This is not an easy book to read but I feel like it should be read. People remember the case in the 1950s and it is believed that the book, "Lolita" by Vladimir Nabokov was based on the case. The one who seems to have been forgotten is Sally Horner herself and she should be remembered. I can't imagine the horror she lived through and what her life (though it was tragically cut short) was like afterward. "Rust and Stardust," tells the story from Sally's point of view and is compassionate in showing how it must have devastated her. I would definitely recommend this book but be prepared for a story that does not have a happy ending.
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"I am not a biographer, nor am I a true-crime writer; I am a novelist, and this is, in the end, a work of fiction. While the series of events and the settings in which they occur mirror history, the characters and their inner lives are entirely fabricated."
― T. Greenwood, Rust & Stardust

Rust & Stardust is based on the 1948 true event kidnapping of 11 year old Florence “Sally” Horner, and her captor, 52 year old Frank LaSalle. This chilling novel traces the next two harrowing years as Frank mentally, physically and sexually assaults Sally while the two of them travel westward from New Jersey to California.

This was a difficult story to get through. There were times when I didn't think I can read any further. It was just so heartbreaking. Even though this is a work of fiction, the author did a phenomenal job on recreating the horrors that Sally must have endured. Not only does the author capture the harrowing experiences for the kidnapped, but he also created a flawless imagery of the impact an abduction has on those encountered along the way as well as those left behind. 

I went into the story blind, not knowing anything about Sally. I wish the author went into more detail on "the ending". I had to go back a page and reread it.

Even though this book was beautifully written, it dealt with a lot of dark subject matters. I highly recommend this book along with reading the author's note at the end of the book.

Thank you to NetGalley and St. Martin's Press for a copy of T. Greenwood's "Rust & Stardust" in exchange of an honest review.
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I am sorry for not reviewing fully but I don’t have the time to read this at the moment. I believe that it wouldn't benefit you as a publisher or your book if I only skimmed it and wrote a rushed review. Again, I am sorry for not fully reviewing!
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Rust and Stardust is a difficult novel to get through. It is a novel based on a true story in the 1950's in Camden, NJ. Sally is going home from school. She meets up with a group of girls to be included with the "in crowd". They convince her to steal a notebook at Woolworths. But, then a stranger notices what she is told to do. He poses as a FBI agent. Lies to her convinces her if she doesn't do what she is told. Great harm will come to her. The novel is a page turner, and heart wrenching, and very sad. There were no happy times. Until she does meet up three adults. That realize something is wrong. Finally, does Sally tell the truth? Can she trust them?. I'm not going to tell you anything further. Just that it does keep you up at night, and a page turner. It reads exactly as it sounds. A true crime story, not a novel.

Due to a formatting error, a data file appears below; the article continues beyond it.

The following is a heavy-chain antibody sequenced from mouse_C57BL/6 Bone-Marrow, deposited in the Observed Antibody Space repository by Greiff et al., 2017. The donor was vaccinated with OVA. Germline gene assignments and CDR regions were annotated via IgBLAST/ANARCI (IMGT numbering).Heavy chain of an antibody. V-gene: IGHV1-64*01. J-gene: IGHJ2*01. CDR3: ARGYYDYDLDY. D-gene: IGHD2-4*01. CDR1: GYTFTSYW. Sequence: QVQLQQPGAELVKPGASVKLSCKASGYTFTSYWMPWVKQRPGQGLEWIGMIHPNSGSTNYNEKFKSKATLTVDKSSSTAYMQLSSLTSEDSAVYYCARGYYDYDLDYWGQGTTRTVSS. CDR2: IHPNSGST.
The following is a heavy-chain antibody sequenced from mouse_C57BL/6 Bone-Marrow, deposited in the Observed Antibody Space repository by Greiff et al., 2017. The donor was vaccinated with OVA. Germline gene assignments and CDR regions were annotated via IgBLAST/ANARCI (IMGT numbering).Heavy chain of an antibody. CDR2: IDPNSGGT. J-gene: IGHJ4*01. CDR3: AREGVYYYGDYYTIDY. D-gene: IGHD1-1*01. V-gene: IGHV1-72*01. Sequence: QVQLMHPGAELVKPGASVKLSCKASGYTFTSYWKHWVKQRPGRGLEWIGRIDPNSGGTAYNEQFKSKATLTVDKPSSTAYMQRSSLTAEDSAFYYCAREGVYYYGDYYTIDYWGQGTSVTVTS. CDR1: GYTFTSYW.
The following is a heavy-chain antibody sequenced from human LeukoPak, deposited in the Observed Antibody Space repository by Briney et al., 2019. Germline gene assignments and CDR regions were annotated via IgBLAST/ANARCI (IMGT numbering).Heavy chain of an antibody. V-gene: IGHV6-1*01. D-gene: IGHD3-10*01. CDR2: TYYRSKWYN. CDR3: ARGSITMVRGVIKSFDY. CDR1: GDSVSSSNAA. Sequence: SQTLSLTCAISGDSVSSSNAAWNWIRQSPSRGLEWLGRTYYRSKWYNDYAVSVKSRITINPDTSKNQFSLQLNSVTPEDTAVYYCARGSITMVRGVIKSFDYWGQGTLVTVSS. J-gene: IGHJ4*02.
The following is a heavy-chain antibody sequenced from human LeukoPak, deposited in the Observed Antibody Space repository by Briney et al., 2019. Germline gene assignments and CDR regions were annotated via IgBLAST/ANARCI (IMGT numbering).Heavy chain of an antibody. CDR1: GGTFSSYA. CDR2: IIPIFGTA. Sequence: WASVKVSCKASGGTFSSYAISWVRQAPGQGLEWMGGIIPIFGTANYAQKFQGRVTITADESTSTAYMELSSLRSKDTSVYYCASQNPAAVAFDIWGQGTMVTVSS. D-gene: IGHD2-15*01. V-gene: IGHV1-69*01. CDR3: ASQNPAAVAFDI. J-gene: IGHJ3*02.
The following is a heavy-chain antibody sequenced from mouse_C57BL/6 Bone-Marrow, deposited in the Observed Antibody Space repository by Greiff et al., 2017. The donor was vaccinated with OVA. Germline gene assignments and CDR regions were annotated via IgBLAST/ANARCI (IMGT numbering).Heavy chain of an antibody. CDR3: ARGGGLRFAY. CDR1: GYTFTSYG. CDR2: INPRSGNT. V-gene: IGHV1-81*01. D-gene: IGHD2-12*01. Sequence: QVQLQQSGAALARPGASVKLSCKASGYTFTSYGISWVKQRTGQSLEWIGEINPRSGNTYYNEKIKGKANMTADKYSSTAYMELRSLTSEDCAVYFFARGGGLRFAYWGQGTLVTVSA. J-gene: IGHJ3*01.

Spoiler Alert

What it did for me. What is a young girl thinking? What does the suspect do? How can anyone do these things? Why hasn't she tried to escape? 

Thats all i can tell you. Or, I will ruin it.
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So, I understand this isn't really a true crime novel. The author did an excellent job identifying this in her afterword. I greatly appreciated the information given regarding what was truth, what was based on truth and what was entirely made up. 

The subject of this book was very painful for me, I am sure it will be painful for most anyone. It is not a sweet rambling story. It is about a girl who is abducted and abused in every way possible. It is also about her family and various other people that were affected by her disappearance. 

I like to think that little Sally was able to find little joys and beauty around her in the two years she was kept by this monster going by many names. No one can know what really happened during that time, what she thought about or how she coped. Somehow Greewood turned this story into something hopeful. I find myself fascinated by the many facets of this story. The shadows are dark and the rays of light luminous. I have read reviews where the reader was irritated by the constant shuffle of POV. I thought this would annoy me as well. When a story is presented this way I find myself growing tired of one POV or another and it feels like it detracts from the story over all. I am glad to say that this technique worked for me here. I found myself emotionally invested in almost every character (My least favorite being the mother. I have little patience for a wallower). The wrap up was not too tedious, though I could have done without much of it especially the fictional characters.